OA: Your recent resin on wood panel series is quite interesting, It seems as though you are branching out a bit beyond the oval shapes. What was the inspiration behind the “Physics Makes Us Solid” series?
KK: I started working with the resin panels just this year and there's been a strong response to them. The idea came for them when I read a Call for Artists which was looking for miniatures for the show. I had always been interested in working with resin ever since I worked at an art supply store years ago. I usually work in oil paint on stretched canvas, which is a completely different process and look. I enjoy working with acrylic paint and then layering the resin between the paint to give the piece spatial depth. The immediacy of the acrylic paint has also allowed me to experiment with different shapes and forms. However, I'll always continue to paint in oil. The two polar approaches/processes somehow keep me engaged and sane.

OA: In your artist statement, you express a need for organization in painting. In what way does painting “indulge that compulsion”?
KK: It's all about the composition, baby!

OA: I know you have collaborated with your friend and fellow Chicago Artist Kim Frieders. What your thoughts on the scene in general?
KK: First, let me just say that I am a huge fan of collaborations. I intend to do a lot more and have 2 other collaborative projects in the works.It's a way to learn and to teach without being in a classroom setting.Whether the work is a success or not, I always learn something from the process and I'm hopefully able to teach something as well.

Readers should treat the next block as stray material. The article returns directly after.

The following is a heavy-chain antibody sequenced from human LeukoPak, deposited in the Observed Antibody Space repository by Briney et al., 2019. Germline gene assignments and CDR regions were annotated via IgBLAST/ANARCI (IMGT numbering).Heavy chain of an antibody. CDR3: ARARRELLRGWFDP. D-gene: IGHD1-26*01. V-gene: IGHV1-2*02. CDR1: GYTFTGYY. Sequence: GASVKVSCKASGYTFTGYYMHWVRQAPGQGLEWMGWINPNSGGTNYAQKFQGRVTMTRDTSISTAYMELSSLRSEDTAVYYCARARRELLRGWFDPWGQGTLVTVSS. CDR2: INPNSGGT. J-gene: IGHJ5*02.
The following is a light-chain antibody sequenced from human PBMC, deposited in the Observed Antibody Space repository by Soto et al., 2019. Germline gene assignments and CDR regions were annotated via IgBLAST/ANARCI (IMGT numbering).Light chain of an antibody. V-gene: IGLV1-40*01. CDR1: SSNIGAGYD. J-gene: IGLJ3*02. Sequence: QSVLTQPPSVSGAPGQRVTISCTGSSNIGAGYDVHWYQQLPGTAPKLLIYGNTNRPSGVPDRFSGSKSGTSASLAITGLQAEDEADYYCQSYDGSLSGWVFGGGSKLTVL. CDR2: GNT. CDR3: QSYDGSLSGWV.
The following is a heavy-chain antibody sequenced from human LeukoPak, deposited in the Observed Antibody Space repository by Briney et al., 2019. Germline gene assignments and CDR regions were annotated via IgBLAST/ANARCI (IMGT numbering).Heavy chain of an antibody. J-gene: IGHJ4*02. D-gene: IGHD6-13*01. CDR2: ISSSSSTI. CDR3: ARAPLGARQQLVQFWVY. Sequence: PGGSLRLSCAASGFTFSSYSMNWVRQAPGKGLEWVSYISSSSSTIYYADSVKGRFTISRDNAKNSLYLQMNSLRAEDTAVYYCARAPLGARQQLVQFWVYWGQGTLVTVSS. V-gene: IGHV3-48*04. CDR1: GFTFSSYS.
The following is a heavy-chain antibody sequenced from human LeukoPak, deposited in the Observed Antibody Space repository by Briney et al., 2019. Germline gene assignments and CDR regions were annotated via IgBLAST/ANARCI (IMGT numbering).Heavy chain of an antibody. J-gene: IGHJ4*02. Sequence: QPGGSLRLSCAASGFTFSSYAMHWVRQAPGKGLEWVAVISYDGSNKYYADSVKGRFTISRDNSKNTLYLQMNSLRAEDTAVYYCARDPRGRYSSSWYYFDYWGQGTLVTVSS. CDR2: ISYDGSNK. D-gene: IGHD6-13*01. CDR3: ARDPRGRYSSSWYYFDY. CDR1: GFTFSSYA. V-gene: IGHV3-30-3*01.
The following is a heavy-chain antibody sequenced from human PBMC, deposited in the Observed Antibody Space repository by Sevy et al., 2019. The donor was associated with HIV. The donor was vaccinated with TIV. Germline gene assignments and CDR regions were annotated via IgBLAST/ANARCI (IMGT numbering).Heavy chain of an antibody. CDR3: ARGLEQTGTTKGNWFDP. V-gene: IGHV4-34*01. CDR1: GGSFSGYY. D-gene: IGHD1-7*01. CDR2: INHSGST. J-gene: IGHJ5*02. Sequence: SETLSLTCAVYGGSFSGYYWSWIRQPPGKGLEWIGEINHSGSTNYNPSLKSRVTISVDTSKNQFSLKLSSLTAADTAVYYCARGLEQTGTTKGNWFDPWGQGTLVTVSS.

For some reason "art scene" always makes me cringe...However, I find it very exciting that there's a plethora of art collectives popping up allover Chicago. Most of my friends are artists and in 2001 I co-founded an art collective called "Art Bitch." There are 5 members (or Bitches, as we like to call ourselves) and we meet once a month to critique each other's new work. We try to be brutally honest with each other but in a constructive way. We also discuss art opportunities and put on art shows.I just hosted/curated an "Art Bitch" art & music show this past September.It's very empowering not to need a gallery to do these things. It's so important for emerging artists to join together and create their own art community for support. Painting can be such an isolated, solitary act.It's much more fun when artists with like minds can get together to inspire and help each other's work develop to the next level. That's why I enjoy doing the collaborations so much. It's like we're in a rock band!But less noisy and without all those heavy instruments to lug around.

OA: What’s next for Kristin Komar?
KK: Good question! Yes, what IS next? I'd like to know myself! I'm currently working on a few painting commissions, but after that I think I'll just continue to make my artwork and stay true to myself in whatever direction it takes me.

Bonus Questions:

OA: Coffee? If yes, where is your favorite coffee spot and what is your favorite type of coffee?
KK: Absolutely! "A day without coffee is like a day without coffee". "Star Lounge" on Chicago Ave. I'm a big Mocha fan...

OA: Do you listen to music while you paint? If so, what is your favorite of music while painting or in general.
KK: Music is a huge part of my creative process. I can't imagine painting without it. The albums in "hot rotation" at my studio are:

Of Montreal "Hissing Fauna, Are you the Destroyer?"
PJ Harvey "White Chalk"
Radiohead "In Rainbows"
I also love to make mix CD's for my friends and for myself to listen to in my studio.

For more information on Kristin Komar please visit her website.

Monday, November 26, 2007

New Release Tuesday

Through The Wilderness: A Tribute To Madonna - Buy the CD and 25% of all sales will go directly to help build a school and care center in Malawi for childen living with HIV/AIDS. Listen to: Golden Animals - "Beautiful Stranger" (mp3)

Cunninlynguists - Dirty Acres

Monday Morning Mix